The plan offered by the school board calls for the same grade assignments to all schools as provided in the last Appellate Court plan, set out above, with the additional provision that all tenth, eleventh, and twelfth grade students enrolled in vocational agriculture would be assigned to the new vocationaltechnical center in integrated classes. It additionally provides that one class each class period be transported daily from DeKalb to Whisenton for instruction in specified courses to be taught by negro teachers in integrated classes, and that one class each class period be transported daily from Whisenton to DeKalb to be taught in integrated classes by white teachers. It additionally provided for a unified athletic program for grades 9 to 12 at the DeKalb and Whisenton schools. The Court, mindful of the repeated difficulties of this board in implementing any plan to successfully eliminate the effects of a dual school system with a racial ratio of 82% Black and 18% White, as exists here, has carefully considered the board's proposal, and finds, as contended by the board, that, while more integration has occurred under the last currently implemented plan, nonetheless, two schools, Whisenton and Spencer, out of four, remained all black, and the provisions of the added proposals do not alter the fact that the students in this school system would still attend segregated schools under what is in effect a freedom of choice plan, partially desegregated under a course-exchange program, and with a faculty assignment that does not conform to the Singleton requirements. Such a plan is not acceptable under the decisions of the Fifth Circuit, and this Court cannot recommend it. See U.S.A. v. Board of Education of Webster County, Georgia, 431 F.2d 59 (5th Cir., July 7, 1970).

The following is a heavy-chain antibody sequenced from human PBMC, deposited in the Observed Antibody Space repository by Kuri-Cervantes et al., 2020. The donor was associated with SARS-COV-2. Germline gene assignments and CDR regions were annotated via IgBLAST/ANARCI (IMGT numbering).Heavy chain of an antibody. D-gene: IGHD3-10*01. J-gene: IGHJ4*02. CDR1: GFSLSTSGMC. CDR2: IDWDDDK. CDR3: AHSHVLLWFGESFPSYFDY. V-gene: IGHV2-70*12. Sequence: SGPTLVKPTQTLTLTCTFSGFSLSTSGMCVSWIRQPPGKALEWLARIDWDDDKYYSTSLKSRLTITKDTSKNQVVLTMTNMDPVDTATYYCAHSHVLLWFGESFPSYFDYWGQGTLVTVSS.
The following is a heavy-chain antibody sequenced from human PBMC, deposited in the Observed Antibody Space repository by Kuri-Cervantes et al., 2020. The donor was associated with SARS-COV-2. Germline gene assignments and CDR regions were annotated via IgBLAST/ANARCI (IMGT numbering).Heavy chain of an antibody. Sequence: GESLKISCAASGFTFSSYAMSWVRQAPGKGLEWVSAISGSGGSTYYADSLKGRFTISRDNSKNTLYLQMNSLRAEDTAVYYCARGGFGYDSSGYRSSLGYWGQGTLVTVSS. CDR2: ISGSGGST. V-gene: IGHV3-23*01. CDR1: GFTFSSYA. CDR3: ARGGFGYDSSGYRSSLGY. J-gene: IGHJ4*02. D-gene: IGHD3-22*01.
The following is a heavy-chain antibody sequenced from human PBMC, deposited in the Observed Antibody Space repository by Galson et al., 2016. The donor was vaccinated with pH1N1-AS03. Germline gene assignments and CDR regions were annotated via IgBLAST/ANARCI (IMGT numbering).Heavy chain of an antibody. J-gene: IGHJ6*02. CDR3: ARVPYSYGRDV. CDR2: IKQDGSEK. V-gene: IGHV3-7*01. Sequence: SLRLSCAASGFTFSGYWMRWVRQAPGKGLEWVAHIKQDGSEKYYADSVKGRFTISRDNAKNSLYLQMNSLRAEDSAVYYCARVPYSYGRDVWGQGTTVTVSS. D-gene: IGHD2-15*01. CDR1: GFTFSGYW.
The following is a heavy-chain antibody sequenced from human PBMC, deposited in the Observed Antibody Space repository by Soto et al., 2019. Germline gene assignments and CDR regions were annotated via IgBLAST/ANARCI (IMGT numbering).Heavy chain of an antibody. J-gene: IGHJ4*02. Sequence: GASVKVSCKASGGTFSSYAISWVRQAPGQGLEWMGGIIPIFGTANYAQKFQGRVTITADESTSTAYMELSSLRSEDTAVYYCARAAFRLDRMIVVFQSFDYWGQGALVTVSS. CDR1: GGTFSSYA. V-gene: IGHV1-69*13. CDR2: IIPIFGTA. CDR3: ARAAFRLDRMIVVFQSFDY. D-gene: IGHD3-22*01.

The plan prepared by the Mississippi Educational Service Center, offered by the Government, provides as follows:
PROJECTED ENROLLMENT School Capacity Grades W N T Whisenton 1530 1-5, 118 809 927 10-12 DeKalb 810 6-9 64 397 461 Spencer 750 1-5, 65 523 588 9-12 Scooba 330 6-8 19 184 203 John C. Stennis 420 10-12 (part-time students Vo-Tech from all high schools)